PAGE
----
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# The short notation

The short notation is designed to give the multitude of processes and figures simple numeric position-names. Unlike the "named" systems, this one is relevant to eight or more dimensions.

## The Notion

Given that x5o3x3o is the "cantellated 120-cell", the segments "cantellated" and "120-cell" are "x-o-x-o" and "-5-3-3-". Further, since the 120-cell is the "4D dodecahedron", one can build a name for this figure as the "4D dodecahedron modified by x-o-x-o. This last bit can be read as a reversed binary number, so it would be read against the key 1-2-4-8. Prisms are made by apposition, eg pentagon-prism is line:pentagon.

In the small dimensions, A, B, C and D are 1, 2, 3, and 4 dimensions. Cp are the antiprisms, and t,o,c,i,d are the three and four dimenional analogs of figures that start with that letter in 3D. The reamining figure is q for {3,4,3}. Examples:

• The cantellated 120-cell is 4D {5,3,3} with x-o-x-o [ie 1+o+4+o] or Dd5.
• A cuboctahedral prism is 1D * 3D {3,4} o+2+o = ACo2.

The non-Wythoffian figures are allocated to Cx8 and Dx16. Cc8 and Cd8 are the snub cube and dodecahedron, Dq16 the snub 24-cell, and Di16 the grand antiprism, made by removing equators from the Di1. See below for higher dimensions.

## The Notation

The figures are allocated a dimension letter, a form letter, and an operator number. The closest expression to it is saying something like the X is a "t-0,2 4D dodecahedron". 4D is the dimension, "dodecahedron" is the form, and t-0,2 is the operator. The same shape is written as Dd5, meaning 4dimension dodecahedron, modified by operators "1" and "4".

• A is a 1D segment
• B is a 2D polygon, Bp(n) is the polygon, eg B3 or Bp3 is the triangle.
• C is a 3D polyhedron. Cp(n) is an antiprism, eg Cp5 is the pentagonal antiprism.
• D is a 4D polychoron.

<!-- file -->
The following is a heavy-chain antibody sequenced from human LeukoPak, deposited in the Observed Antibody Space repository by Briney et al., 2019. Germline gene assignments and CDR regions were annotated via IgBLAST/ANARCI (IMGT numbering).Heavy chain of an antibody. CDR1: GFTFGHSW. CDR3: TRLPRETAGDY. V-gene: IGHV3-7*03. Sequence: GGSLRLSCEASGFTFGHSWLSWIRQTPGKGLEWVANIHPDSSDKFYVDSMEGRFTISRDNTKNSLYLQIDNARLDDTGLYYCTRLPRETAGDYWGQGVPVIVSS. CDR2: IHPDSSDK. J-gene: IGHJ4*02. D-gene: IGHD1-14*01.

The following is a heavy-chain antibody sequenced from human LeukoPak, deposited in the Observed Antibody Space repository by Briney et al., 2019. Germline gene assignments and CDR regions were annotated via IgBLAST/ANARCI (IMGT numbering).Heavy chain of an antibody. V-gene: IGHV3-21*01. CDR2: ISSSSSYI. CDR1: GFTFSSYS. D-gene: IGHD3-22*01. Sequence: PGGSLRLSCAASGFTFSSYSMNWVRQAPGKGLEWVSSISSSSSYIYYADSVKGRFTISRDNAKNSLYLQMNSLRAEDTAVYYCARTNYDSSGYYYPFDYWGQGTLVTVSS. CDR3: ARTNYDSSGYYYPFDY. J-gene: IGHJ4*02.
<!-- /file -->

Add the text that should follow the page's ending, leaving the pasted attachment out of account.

• E,F,G,H represent 5, 6, 7 and 8 dimensions
• Nn represents higher dimensions, eg N9 is nine dimensions.

The second letter represents the form in question. This is usually refered to its three-dimensional form, and describes the order of nodes.

• p is a polygon or antiprism: it is followed by the sides on the base.
• t is the tetrahedron, and by extention, all simplexes.
• o is the octahedron, and by extention, all cross polytopes.
• c is the cube, and by extention, all measure polytopes.
• q is the {3,4,3}, which has no analogues above or below.
• i is the icosahedron {3,5}, and the {3,3,5}
• d is the dodecahedron {5,3}, and the {5,3,3}
• e is the half-cube in 5 or more dimensions: see below.
• g is gosset's figures, in the "icosahedral" form.
• h is gosset's figures, in "dodecahedral" form.
• x is any figure, or none in particular.

The number represents which of the nodes is to be marked: this follows a "reverse binary" approach: ie the nodes carry values of 1,2,4,8...., rather than as if the marked and unmarked nodes represented the 1's and 0's of a binary number.

## Non-Wythoffian figures

The value 2^n is used for non-wythoffian figures: there are five of these. The antiprisms have their own class, but are listed here for completeness.